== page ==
Dervin’s Concept of Sense-Making

Brenda Dervin is a Professor of Communication at Ohio State University. She is known for her concept of sense-making. Dervin (1983) writes that “the Sense-Making approach assumes that sense-making behavior is situationally and contextually bound and rooted in the present, past, and future time-space” (Paragraph 14). She describes sense- making as a way of referring to how the person makes sense of what is learned or experienced within that person’s frame of reference. Sense making has four components namely: situation, gap, outcome,and bridge. Situation is a moment in time when information is sought to help resolve a problem. Gap is the distance between where the information seeker is at and the desired outcome. Outcome is the result of the sense making process and bridge is the means by which the information seeker closes the gap (Rowley & Hartley, 2008, p. 107).

Bates’ Berrypicking Model

Marcia Bates is Professor VI Emerita at Department of Information Studies at the University of California, Los Angeles. Morville (2005) states that Bates deserves credit for our understanding of information seeking behavior. She said that the classic information retrieval model characterized by a single query has become inadequate (p. 59). This is especially true when conducting online searches. The Web differs from traditional sources because it is vast, is always in a state of flux, and is unorganized. Only 70% of web searches are successful and most people only look at the first few pages of results. In the berrypicking model, “searchers adapt the strategy to their particular need at the moment” (Bates, 1989, p. 8). It differs from the classic search process in: the nature of the query; the nature of the overall search process; range of search techniques used, and; information “domain” or territory where the search is conducted. In real-life searches information seekers may begin with one relevant source and each new information gives them ideas and directions to follow. Bates explains that they are not just modifying the search terms to get a better match for a single query but the query itself is constantly evolving (p. 3-4). The search query is not satisfied by a single set of retrieved information, for example, the first 10 results on Google. Instead it is answered by a series of selections or bits of information. This is where the term “berrypicking” comes from; it’s an analogy to picking blueberries which are scattered on bushes, not like grapes which come in bunches. They must be picked one at a time.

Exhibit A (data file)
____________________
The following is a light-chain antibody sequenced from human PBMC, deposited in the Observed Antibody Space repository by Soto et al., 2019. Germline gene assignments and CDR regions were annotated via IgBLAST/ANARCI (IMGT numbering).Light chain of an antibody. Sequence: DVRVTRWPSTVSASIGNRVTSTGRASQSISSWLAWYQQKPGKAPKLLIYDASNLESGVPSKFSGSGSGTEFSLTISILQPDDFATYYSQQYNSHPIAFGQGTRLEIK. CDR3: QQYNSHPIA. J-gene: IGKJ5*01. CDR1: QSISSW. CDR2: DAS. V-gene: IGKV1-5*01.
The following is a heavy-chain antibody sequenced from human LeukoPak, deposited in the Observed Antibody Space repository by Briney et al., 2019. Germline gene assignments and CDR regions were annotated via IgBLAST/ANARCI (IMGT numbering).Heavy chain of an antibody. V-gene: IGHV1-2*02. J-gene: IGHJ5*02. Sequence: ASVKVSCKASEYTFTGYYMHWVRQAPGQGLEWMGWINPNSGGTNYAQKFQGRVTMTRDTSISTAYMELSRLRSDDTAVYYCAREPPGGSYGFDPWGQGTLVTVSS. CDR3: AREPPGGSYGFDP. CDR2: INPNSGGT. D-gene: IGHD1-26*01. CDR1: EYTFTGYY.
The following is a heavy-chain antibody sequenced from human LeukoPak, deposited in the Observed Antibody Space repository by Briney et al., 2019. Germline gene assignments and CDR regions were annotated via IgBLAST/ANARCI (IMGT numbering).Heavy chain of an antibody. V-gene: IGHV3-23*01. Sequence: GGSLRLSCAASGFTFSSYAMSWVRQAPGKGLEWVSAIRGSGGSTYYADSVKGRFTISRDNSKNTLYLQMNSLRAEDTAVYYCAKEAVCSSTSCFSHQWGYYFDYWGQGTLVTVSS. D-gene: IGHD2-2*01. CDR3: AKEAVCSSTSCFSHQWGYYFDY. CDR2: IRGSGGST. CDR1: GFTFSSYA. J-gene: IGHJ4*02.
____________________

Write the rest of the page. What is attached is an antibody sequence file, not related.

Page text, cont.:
Bates describes six notable user search strategies among the variety users employ. Footnote chasing or backward chaining which involves using footnotes in books and articles to search for relevant information. Citation searching or forward chaining where the user begins with a citation and using a citation index to look up who cited it. Journal run involves identifying a central journal in the subject area because it most likely has very high rates of relevant information. Area scanning is the equivalent of browsing materials that are physically collocated. With today’s e-journal databases, this is quite easy to perform with the sophisticated filters and browsing features provided by publishers. Subject searches in bibliographies and abstracting and indexing (A & I) services are the most similar to the classic model of information retrieval. These are ideal for subject searches. Author searching is a process used by information seekers to see if the author has done any other work on the same topic (Bates, 1989, p. 7-8). Bates had foreseen the iterative and innovative nature of information seeking that is appropriate for searching on the Web when she conceptualized the berrypicking model and continues to conduct research investigations in the field.

Importance of Understanding Information Seeking Behavior

As information professionals, we should always assess the information needs and be aware of how people search for information and how they learn. A study by Chen and Hernon (1982) found that in general, people seek information for personal reasons, to answer everyday questions such as employment, product information, performing repairs, loans, adult education, parenting and so forth. Rubin (2010) writes that “these findings are of great value to LIS professionals, especially those in public libraries, in building their collections and services” (p. 276). By understanding our patrons, we can provide what they need. There has been many studies on information seeking behavior and they have produced some interesting findings that should be of interest to LIS professionals.